Bovine tuberculosis (bTB) is an infectious disease of cattle that occurs worldwide. Its has devastating consequences for both the animals that succumb to the disease and for the personnel/farmers who care for them daily on many levels. This combination of welfare issues, production losses and the zoonotic risk to public health that has reinforced the need for an effective eradication strategy; components of which have proved extremely controversial and highlighted through a variety of media outlets.
Fig.2 – The “Three-Legged Stool” approach to TB control (XL Vets, 2014).
Fig.1 – Nature (2016) captures a close encounter between the potential host (cow) and a potential infection reservoir (badger).
Caused by the bacteria, Mycobacterium bovis (M. bovis).
A slow-growing aerobic bacterium.
M. bovis can survive in the environment for long periods of time in a wide range of acids and alkalis. - It can survive in cattle faeces for 1-8 weeks!
Transmission is mainly through aerosols (infected droplets) produced by infected cattle. It is for this reason dairy cattle are at higher risk because of proximity between individuals at milking or when housed.
Reservoirs of M. bovis in wildlife species are major infection sources for cattle on grazing pasture. The main UK reservoir host being the badger (see Fig.1).
Infection may occur via ingestion of raw milk from infected cows – common routes of infection for calves and humans (OIE, 2017). With pasteurisation implemented in the 1930s, cases of bTB are now rare (XL Vets, 2017).
Weakness, loss of appetite, weight loss, fever, hacking cough, diarrhoea and swollen lymph nodes are the classic signs; however, can take months or even years to appear.
Currently no gold standard.
Tuberculin test –cell mediated immunity to antigen is measured. (OIE, 2017).
Culture of bacteria takes 6-8 weeks.
PCR – takes 3 hours, but expensive!
Positive result = CULL.
There is no treatment for bTB at present and animals cannot self-cure.
If cattle test positive for bTB, Public Health England (PHE) are notified and they are to be removed for compulsory slaughter as soon as (NFU, 2013).
Farm animal restrictions on that farm are implemented until all cattle test negative for bTB.
NATIONALLY & GLOBALLY
bTB has a global prevalence and is more prevalent in parts of Asia, Africa, North America, and South America.
Significant areas of infection remain in wildlife in Canada, the UK, the US and New Zealand (OIE, 2017).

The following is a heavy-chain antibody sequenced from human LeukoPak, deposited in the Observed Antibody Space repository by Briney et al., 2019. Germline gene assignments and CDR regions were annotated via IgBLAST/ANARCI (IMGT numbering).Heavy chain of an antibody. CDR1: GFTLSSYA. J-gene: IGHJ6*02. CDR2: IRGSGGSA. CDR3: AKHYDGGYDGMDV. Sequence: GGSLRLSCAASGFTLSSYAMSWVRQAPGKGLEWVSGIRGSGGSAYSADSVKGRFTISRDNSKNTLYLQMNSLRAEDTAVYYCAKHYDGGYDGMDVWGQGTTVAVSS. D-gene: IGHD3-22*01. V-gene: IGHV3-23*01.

Isolates of M. bovis have been attained from many species, including: bison, sheep, goats, equids, camels, pigs, foxes, badgers, ferrets, elephants, seals, lynx and many more. (OIE, 2017).
WHY DO WE NEED TO CONTROL bTB?
Over 30,000 cattle were slaughtered after they tested
positive for bTB! (XL Vets, 2017). Farmers then left emotionally
defeated about the loss of their stock and anxious about the
financial implications, whilst dealing with movement restrictions.
EU law requires the UK to have an accelerated bovine TB Eradication
Plan fulfilling specified criteria [Council Directive 78/52/EEC]
(BCVA, 2014). TB is spreading across the UK. During 2016, there
were 4,499 new outbreaks in Britain. (TB Free England, 2017).
Regular testing of cattle and the slaughter of positive-testing
animals is compulsory at present. If cattle test positive,
movement restrictions are placed on the affected farm until the
entire whole test negative (XL Vets, 2014). Badger culling is a
highly debated topic. As the main UK reservoir for M. bovis it is
argued that controlling the reservoir may reduce infections between farms. Literature can be found arguing cases both ‘for’ and ‘against’ badger culling and it is recommended professionals should become familiar with each case.
Fig.2 demonstrates the integrative strategy currently in use to help control bTB in the UK (XL Vets, 2014). The ideology demonstrates, an integrative program will give best chances for success, however, if one aspect lacks/fails the program will be weakened.
COULD VACCINATION BE USED?
Only bTB vaccine commercially available is “BCG” which has been used for decades. It doesn’t prevent disease establishment in animals or humans, but it does make that individual less infectious and reduces the likelihood of disease spread.
Badger vaccination aids the long-term control of the disease, but it will not cure a badger already infected (TB Free England, 2017).If cattle are intended for trade, they are prohibited from being vaccinated against bTB (XL Vets, 2014).
A.R.Spickler. 2016. Overview of Zoonoses. [ONLINE] Available at: http://www.msdvetmanual.com/public-health/zoonoses/overview-of-zoonoses. [Accessed 12 November 2017]
D.Cressey. 2016. Scientists track badger-cow encounters to understand cattle TB. [ONLINE] Available at: http://www.nature.com/news/scientists-track-badger-cow-encounters-to-understand-cattle-tb-1.20378 . [Accessed 13 November 2017]
OIE. 2017. Bovine Tuberculosis. [ONLINE] Available at: http://www.oie.int/fileadmin/Home/eng/Media_Center/docs/pdf/Disease_cards/BOVINE-TB-EN.pdf [Accessed 16 November 2017]
XL Vets. 2014. Tuberculosis. [ONLINE] Available at: http://www.xlvets.co.uk/sites/default/files/factsheet-files/TB%20Brochure%20Final%20artwork.pdf [Accessed 16 November 2017]
NFU. 2013. TB Free England: FAQs. [ONLINE] Available at: http://www.tbfreeengland.co.uk/faqs/ [Accessed 18 November 2017]
Paul Torgerson. 2014. Bovine tuberculosis: an economic threat or a big fuss about nothing? [ONLINE] Available at: https://www.bcva.eu/system/files/resources/Bovine%20tuberculosis%20an%20economic%20threat%20or%20a%20big%20fuss.pdf [Accessed 27 November 2017]
TB Free England. 2017.Bovine TB is out of control. [ONLINE] Available at: http://www.tbfreeengland.co.uk/tb-free-england/downloadable-assets/tb-infographic/ [Accessed 27 November 2017]
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